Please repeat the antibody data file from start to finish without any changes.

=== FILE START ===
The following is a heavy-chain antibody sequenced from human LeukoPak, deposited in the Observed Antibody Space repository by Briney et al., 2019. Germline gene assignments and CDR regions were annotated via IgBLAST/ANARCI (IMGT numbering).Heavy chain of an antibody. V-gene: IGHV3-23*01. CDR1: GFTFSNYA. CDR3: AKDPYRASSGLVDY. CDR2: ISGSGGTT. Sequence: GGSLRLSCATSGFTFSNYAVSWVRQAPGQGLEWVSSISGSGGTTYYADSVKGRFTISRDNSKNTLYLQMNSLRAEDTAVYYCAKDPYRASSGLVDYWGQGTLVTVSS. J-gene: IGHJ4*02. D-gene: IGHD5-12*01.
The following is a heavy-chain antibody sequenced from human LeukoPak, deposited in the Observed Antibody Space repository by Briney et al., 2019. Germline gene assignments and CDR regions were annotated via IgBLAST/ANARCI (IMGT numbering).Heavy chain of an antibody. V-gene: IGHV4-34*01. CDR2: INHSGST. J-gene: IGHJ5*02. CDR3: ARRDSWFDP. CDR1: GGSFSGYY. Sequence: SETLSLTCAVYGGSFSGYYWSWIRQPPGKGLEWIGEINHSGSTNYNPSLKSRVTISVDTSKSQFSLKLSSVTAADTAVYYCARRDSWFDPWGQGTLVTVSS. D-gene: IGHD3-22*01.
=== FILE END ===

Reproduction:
The following is a heavy-chain antibody sequenced from human LeukoPak, deposited in the Observed Antibody Space repository by Briney et al., 2019. Germline gene assignments and CDR regions were annotated via IgBLAST/ANARCI (IMGT numbering).Heavy chain of an antibody. V-gene: IGHV3-23*01. CDR1: GFTFSNYA. CDR3: AKDPYRASSGLVDY. CDR2: ISGSGGTT. Sequence: GGSLRLSCATSGFTFSNYAVSWVRQAPGQGLEWVSSISGSGGTTYYADSVKGRFTISRDNSKNTLYLQMNSLRAEDTAVYYCAKDPYRASSGLVDYWGQGTLVTVSS. J-gene: IGHJ4*02. D-gene: IGHD5-12*01.
The following is a heavy-chain antibody sequenced from human LeukoPak, deposited in the Observed Antibody Space repository by Briney et al., 2019. Germline gene assignments and CDR regions were annotated via IgBLAST/ANARCI (IMGT numbering).Heavy chain of an antibody. V-gene: IGHV4-34*01. CDR2: INHSGST. J-gene: IGHJ5*02. CDR3: ARRDSWFDP. CDR1: GGSFSGYY. Sequence: SETLSLTCAVYGGSFSGYYWSWIRQPPGKGLEWIGEINHSGSTNYNPSLKSRVTISVDTSKSQFSLKLSSVTAADTAVYYCARRDSWFDPWGQGTLVTVSS. D-gene: IGHD3-22*01.